Honk!, the musical based on Hans Christian Andersen's The Ugly Duckling, with book and lyrics by Anthony Drewe and music by George Styles, receives its London premiere at the Landor Theatre on 23rd September. It stars Graham Hubbard and Elizabeth Hill, and is directed by Deborah Sathe. The producer - Plunge! Productions - is still seeking financial support (not investment) for the Landor season, with the hope of transferring the production elsewhere. Philanthropists call 0171 328 7834 for further details.

The traditions of Trinidad's Carnival and the spirit of Caribbean storytelling have provided the inspiration to turn Handel's oratorio into Carnival Messiah. A combination of song, dance and spectacle, using contemporary music styles, it is conceived, adapted and directed by Geraldine Connor. The world premiere is at West Yorkshire Playhouse from 20th September to 16th October, with Jean 'Binta' Breeze leading a company of over 100 performers, including two gospel choirs and a steel band.

John Tusa, managing director of the Barbican Centre, is striking a blow for cultural standards on 19th August, when he takes part in an Edinburgh Festival debate entitled "What's wrong with cultural elitism?" He will argue with writers Meg Henderson, Tim Parks and Mark Ryan, that there is a pressing need to return to assessing art with "judgmental evaluation". Tusa says: "Not content with shying away from unfashionably absolute words such as "good" and "excellent" we have spawned our own weasel words that allow us to label everything while judging nothing. We should have had enough of the fear of being called elitist because we take up the cudgels of robust, disinterested criticism." He lays the blame for the lack of rigour in judging art at the door of the government, which he says is increasingly concerned with funding art institutions that are educational, provide outreach, improve access and advance ethnic diversity, rather than being accomplished at their primary tasks.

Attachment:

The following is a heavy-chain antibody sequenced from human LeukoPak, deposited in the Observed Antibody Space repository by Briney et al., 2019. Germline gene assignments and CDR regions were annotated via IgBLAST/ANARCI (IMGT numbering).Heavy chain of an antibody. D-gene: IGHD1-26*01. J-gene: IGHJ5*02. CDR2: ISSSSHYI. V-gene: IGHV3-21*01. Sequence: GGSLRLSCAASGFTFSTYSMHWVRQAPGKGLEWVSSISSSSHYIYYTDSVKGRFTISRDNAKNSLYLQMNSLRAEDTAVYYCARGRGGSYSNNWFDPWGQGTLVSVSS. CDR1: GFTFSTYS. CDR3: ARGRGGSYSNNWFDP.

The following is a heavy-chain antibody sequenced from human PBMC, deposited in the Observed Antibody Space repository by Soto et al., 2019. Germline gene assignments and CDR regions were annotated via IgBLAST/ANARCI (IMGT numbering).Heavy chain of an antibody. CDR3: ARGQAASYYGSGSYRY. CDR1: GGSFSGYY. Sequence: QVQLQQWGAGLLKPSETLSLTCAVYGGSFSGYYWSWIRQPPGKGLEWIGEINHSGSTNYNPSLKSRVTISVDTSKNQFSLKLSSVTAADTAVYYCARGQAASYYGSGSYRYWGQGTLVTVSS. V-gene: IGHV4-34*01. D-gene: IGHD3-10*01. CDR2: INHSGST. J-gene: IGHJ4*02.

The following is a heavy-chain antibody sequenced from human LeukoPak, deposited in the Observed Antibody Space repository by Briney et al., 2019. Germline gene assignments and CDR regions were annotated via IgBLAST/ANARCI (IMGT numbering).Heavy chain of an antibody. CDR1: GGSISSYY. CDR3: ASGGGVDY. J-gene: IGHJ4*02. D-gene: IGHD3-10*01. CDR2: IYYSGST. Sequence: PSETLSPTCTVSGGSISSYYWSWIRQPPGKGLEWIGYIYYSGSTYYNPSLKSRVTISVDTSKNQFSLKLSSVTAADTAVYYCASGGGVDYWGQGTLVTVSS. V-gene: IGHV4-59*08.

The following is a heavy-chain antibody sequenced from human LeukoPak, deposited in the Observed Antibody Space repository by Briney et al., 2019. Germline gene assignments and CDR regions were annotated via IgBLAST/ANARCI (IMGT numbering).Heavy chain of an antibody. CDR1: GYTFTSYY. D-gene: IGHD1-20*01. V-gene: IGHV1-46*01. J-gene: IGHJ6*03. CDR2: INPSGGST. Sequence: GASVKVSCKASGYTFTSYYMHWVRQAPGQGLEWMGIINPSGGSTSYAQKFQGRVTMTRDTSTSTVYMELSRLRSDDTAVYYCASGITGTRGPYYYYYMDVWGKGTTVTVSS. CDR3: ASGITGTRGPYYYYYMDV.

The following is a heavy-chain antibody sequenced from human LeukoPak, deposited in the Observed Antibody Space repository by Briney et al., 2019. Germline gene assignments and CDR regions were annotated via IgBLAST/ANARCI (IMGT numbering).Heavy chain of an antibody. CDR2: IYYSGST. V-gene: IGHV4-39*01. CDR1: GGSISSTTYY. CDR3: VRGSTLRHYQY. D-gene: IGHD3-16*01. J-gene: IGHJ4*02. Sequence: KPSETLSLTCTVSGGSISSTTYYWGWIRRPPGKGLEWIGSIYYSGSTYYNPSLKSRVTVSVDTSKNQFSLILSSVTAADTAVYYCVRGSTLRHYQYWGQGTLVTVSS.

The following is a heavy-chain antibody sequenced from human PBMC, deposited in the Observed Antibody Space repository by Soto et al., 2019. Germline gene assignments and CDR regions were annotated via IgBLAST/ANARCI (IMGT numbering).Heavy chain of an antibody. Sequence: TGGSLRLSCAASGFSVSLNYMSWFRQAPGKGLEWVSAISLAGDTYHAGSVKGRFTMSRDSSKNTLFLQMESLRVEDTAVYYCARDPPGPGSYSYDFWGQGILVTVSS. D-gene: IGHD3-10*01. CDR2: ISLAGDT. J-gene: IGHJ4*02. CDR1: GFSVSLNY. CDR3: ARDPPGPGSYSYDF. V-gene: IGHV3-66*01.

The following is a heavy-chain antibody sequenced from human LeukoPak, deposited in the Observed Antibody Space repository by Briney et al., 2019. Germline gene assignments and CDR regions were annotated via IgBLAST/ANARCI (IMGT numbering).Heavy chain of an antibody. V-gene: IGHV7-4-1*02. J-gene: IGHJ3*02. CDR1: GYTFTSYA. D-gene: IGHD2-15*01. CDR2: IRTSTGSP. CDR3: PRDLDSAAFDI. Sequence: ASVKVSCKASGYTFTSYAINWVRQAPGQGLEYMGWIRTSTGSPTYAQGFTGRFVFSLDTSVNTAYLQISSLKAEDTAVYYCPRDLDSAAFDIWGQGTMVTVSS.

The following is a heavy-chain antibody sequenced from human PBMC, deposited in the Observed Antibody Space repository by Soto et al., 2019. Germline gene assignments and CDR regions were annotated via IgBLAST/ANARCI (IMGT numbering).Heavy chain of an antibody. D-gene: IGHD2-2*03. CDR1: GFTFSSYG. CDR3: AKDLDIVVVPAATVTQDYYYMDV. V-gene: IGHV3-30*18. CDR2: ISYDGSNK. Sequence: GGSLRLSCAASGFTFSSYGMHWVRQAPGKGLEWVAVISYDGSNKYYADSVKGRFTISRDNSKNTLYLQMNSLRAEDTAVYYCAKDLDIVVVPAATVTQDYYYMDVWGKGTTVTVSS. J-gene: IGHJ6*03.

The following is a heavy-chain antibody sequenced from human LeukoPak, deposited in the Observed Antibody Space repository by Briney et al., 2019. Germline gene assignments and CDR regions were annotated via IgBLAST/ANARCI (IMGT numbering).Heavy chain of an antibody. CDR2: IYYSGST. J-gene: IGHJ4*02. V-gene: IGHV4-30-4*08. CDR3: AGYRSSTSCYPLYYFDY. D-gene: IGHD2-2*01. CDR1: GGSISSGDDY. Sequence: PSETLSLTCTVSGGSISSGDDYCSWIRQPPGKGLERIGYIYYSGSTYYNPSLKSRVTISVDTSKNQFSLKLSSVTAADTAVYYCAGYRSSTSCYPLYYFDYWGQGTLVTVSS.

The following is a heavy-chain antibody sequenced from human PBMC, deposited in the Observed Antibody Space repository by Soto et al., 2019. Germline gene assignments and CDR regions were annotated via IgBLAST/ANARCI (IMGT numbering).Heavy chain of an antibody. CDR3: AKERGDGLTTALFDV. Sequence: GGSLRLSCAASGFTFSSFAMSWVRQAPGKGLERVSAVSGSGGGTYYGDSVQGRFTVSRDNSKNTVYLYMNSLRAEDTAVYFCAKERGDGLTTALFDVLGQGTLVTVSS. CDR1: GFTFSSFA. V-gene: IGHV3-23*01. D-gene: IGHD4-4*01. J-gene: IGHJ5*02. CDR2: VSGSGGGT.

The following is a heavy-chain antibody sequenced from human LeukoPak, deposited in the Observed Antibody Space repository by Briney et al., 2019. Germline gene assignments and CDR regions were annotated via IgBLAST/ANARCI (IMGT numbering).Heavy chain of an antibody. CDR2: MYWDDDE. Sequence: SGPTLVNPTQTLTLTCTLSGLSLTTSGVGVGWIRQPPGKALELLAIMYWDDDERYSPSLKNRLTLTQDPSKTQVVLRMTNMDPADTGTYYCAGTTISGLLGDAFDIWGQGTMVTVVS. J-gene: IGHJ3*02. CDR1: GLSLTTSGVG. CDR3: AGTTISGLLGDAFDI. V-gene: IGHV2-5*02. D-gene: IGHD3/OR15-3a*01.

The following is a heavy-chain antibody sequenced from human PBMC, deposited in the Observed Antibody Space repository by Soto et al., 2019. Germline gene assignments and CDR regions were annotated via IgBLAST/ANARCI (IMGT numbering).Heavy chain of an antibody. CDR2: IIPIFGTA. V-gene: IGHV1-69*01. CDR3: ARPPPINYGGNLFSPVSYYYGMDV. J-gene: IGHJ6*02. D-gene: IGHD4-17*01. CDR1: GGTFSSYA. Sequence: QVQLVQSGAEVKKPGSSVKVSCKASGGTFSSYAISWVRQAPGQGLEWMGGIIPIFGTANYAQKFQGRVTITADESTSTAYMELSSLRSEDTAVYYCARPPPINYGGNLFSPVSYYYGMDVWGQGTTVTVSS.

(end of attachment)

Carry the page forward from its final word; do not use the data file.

Gaelforce Dance, a new Irish dance show will receive its UK premiere at the Royal Albert Hall on 23rd September. It features a company of 36 dancers, musicians and singers, and the gimmick this time is: they use their arms. The show is presented by Flying Music.

The Rumour Machine says: that the bricks and mortar saga continues, with SFX, who last week bought Apollo Leisure, still in contention for Stoll Moss, the biggest London theatre chain. It is thought that SFX may bid for the whole group, but then sell off the smaller theatres, as might Cameron Mackintosh, who is believed to be interested in the big three (Drury Lane, the Palladium and Her Majesty's) and the Shaftesbury Avenue theatres. People are now beginning to question whether SFX can continue its explosive growth - from formation to world leader in three years - or whether the swift rise and fall of Livent (whose assets it has also just acquired) is not some sort of a warning. Meanwhile the Ambassador Theatre Group, which owns the Duke of York's and New Ambassadors in the West End, is considered the front runner for the Associated Capital Theatres group. The only encouraging feature in this is that all the (allegedly) interested parties are producers as well as landlords. The Rumour Machine grinds on.